Low turnout so far in French parliamentary vote

Voters are going to the polls Sunday for the second round of France's legislative election, in which President Emmanuel Macron's centrist party is projected to win a huge majority in Parliament.

The election also spells trouble for the far-right National Front (FN), which is expected to win only one to six seats, when it had hoped to secure a "massive" presence in parliament.

The polls, by Kantar-Sofres and Ipsos/Sopra Steria, projected the main opposition force would be conservative party The Republicans and its allies with between 125 and 133 seats.

The novice La Republique En Marche party and its political ally - the Mouvement Démocrate (MoDem) - won a combined 32.3% of the vote in the election's first round.

The Associated Press on Sunday reported that Macron's party had 41 percent of the vote after 57 percent of the vote had been counted.

"One year ago no one would have imagined such a political renewal", Prime Minister Edouard Philippe said in a statement.

A total of 573 of 577 seats in the French Lower House will be contested in the second round, after four were settled in the first round last week.

One target this week was Olivia Gregoire who is standing for a seat from a constituency in wealthy southwest Paris and whose posters, like most REM candidates, feature Macron's face prominently. (LREM) political movement is set Sunday to win a sweeping parliamentary majority in a run-off vote.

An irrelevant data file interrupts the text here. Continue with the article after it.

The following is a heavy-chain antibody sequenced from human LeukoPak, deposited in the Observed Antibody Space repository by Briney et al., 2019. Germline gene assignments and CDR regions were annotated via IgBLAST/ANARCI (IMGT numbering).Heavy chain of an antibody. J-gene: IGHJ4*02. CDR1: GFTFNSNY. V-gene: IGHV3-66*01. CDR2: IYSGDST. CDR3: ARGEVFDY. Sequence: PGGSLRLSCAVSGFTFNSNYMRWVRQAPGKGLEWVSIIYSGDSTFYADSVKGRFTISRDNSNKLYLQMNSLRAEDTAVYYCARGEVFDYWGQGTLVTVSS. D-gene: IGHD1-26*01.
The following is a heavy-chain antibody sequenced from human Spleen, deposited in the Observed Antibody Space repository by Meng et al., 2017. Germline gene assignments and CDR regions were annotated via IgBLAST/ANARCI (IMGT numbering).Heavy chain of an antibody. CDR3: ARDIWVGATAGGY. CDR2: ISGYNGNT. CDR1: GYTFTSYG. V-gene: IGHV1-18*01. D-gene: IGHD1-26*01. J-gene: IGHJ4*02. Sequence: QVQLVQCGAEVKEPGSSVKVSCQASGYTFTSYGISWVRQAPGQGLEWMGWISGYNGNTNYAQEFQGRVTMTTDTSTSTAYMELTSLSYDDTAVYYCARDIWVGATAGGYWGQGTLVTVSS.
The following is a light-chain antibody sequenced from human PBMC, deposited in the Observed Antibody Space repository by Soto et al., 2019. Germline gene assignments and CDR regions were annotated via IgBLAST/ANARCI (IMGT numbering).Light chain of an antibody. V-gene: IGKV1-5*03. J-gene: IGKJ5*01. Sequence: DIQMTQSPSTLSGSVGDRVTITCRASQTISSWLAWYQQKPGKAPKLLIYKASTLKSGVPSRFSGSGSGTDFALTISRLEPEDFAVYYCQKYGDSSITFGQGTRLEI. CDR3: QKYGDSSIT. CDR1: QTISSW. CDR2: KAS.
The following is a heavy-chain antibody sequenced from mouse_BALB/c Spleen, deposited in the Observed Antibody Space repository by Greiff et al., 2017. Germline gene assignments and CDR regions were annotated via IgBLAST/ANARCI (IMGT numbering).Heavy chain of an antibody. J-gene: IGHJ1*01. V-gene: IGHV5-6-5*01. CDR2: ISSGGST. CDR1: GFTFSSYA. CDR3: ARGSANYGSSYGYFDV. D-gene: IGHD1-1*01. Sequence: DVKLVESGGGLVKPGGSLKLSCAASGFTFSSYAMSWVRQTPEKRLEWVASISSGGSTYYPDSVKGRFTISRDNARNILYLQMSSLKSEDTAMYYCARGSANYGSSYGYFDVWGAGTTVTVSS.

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That's also much lower than the midday turnout in the first round of parliamentary elections on June 11, which was at 19.24 percent, according to FranceInfo. Overall, the first-round vote saw record low voter interest, with less than half of France's 47.5 million voters taking part overall.

That's the biggest victory in at least 15 years, though the vote also saw the lowest turnout ever for a French parliamentary election, a sign of the disenfranchisement and frustration that has characterized this year's campaigns.

Jack Lang, the President of the Paris Institut du Monde Arabe, French politician and former French Minister of Culture, was optimistic about relations between Morocco and France under Emmanuel Macron in a recent interview with the Maghreb Arabe Presse.

That would allow Macron to move fast with promised legislation, notably on changing labor laws to make hiring and firing easier.

Pollsters predict the party will lose well over 200 seats after its five years in power under former president Francois Hollande, leaving them with only around 20.

While French voters have handed past presidents large majorities in parliament, what's different this time is that Macron's party is splitting - and therefore weakening - the opposition.

The voting system punishes parties outside the mainstream, or with no mainstream allies, like Le Pen's National Front.

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